Michael Gove said brownfield presumption will tackle under-delivery. Credit: Department for Levelling Up, Housing, and Communities, via CC BY 3.0, bit.ly/43GCfAZ. Image has been cropped.

Govt hoping to scrap nutrient neutrality requirement

A pipeline of more than 100,000 homes could soon be able to flow if rules are relaxed, according to the government.

The government has this week proposed an amendment to the Levelling Up and Regeneration Bill that will remove the requirement for housing projects in protected areas to be ‘nutrient neutral’ – in other words, the development cannot increase the amount of nitrogen or phosphorous in rivers.

In the region, this is a pressing issue in Teesside in particular, following statutory advice issued in 2022 by Natural England – with levels of nitrogen in the Tees rated as excessive, it was ruled all developments should be able to demonstrate nutrient neutrality.

As of June this year, Middlesbrough had been unable to determine planning applications for 1,452 homes, 285 student bedrooms, a four-bedroom HMO and a 48-bed hotel.

Secretary of State Michael Gove said: “Protecting the environment is paramount which is why the measures we’re announcing today will allow us to go further to protect and restore our precious waterways whilst still building the much-needed homes this country needs.

“We will work closely with environmental agencies and councils as we deliver these changes.”

While the government acknowledged the problem of nutrients in rivers as a problem, it said that the contribution of housebuilding was “very small”, blaming “legacy EU laws” for the deadlock.

What is now proposed is significantly expanding investment in and evolving the Nutrient Mitigation Scheme run by Natural England, doubling investment to £280m.

Natural England will work with local authorities, the private sector and others to tackle nutrient pollution and work towards the long term health and resilience of the river systems, the government said.

The government said that it intends to work with the housing industry to ensure that larger developers make an appropriate and fair contribution to this scheme over the coming years, and is discussing the right structure and approach with the Home Builders Federation.

The government will then accelerate work on full site restoration through further work on new Protected Site Strategies, which Natural England will draw up in partnership with local communities to set protected sites on the path to recovery in the most affected catchments with the highest housing demand.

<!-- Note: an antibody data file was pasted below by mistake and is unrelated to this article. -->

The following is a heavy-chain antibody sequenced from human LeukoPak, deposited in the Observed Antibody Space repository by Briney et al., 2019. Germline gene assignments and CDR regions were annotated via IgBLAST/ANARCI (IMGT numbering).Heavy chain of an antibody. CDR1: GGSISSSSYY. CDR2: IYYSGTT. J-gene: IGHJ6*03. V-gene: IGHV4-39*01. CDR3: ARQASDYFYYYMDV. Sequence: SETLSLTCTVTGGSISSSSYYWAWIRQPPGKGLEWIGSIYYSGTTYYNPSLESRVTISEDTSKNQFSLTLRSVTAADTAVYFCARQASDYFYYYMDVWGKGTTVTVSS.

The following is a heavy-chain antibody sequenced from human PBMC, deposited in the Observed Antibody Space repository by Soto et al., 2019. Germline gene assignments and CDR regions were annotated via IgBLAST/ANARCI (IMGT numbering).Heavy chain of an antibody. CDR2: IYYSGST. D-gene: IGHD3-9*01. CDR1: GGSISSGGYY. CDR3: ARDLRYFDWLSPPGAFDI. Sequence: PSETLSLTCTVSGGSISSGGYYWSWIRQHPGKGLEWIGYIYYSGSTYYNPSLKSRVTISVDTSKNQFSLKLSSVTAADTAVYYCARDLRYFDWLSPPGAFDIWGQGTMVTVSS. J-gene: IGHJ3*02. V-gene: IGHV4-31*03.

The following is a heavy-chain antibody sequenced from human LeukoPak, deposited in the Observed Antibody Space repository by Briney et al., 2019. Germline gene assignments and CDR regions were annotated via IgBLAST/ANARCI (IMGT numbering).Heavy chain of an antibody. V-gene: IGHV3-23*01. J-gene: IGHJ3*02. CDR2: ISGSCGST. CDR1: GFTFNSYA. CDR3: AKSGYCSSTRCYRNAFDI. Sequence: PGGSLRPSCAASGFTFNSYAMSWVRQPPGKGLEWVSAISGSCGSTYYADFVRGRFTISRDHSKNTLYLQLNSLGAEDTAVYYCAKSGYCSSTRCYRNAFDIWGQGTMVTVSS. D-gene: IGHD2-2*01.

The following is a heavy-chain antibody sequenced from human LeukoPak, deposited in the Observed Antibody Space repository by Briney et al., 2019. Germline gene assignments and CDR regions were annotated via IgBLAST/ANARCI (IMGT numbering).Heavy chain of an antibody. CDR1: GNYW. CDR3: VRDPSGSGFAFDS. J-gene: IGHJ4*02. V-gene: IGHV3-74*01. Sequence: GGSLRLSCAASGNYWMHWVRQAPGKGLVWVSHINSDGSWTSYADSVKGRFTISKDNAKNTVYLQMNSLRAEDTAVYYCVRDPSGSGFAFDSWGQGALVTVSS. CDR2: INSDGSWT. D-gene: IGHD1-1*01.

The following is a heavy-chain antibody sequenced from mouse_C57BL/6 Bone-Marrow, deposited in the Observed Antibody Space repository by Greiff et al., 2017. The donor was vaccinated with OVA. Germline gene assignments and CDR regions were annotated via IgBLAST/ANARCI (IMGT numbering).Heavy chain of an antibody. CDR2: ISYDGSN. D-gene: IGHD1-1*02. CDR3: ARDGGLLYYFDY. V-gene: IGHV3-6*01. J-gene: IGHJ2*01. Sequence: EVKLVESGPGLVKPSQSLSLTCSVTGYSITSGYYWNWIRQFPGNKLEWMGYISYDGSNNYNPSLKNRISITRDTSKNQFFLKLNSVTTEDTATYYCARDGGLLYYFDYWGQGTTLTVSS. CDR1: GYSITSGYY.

A Middlesbrough Council spokesman said: “We welcome any measures that will enable us to bring forward much needed new housing.

“However this can only happen with due regard to maintaining and improving the quality of the River Tees, and improving the integrity of the Teesmouth and Cleveland Coast Special Protection Area.”

Water companies are the largest source of phosphorous pollution, according to the government – which also states that agricultural practices are to blame for the pollution status of 40% of the country’s waters. The Home Builders Federation has argued that the built environment contributes less than 5% of pollution to rivers.

Natural England will also increase the inspections it conducts on farms, support farmers in employing innovations to avoid nutrient runoffs, and double down on requirements for sustainable drainage solutions in housing developments.

Home Builders Federation executive chairman Stewart Baseley said that the announcement “has the potential to unlock housing delivery across the country, from Cornwall to the Tees Valley, where housebuilding has been blocked despite wide acknowledgement that occupants of new homes are responsible for only a tiny fraction of the wastewater finding its ways into rivers and streams”.

He continued: “The industry is eager to play its part in delivering mitigation and protecting our waterways. We look forward to engaging with government on the right way to do so, now that ministers are acting upon the arguments that builders both large and small have been making for so long.”

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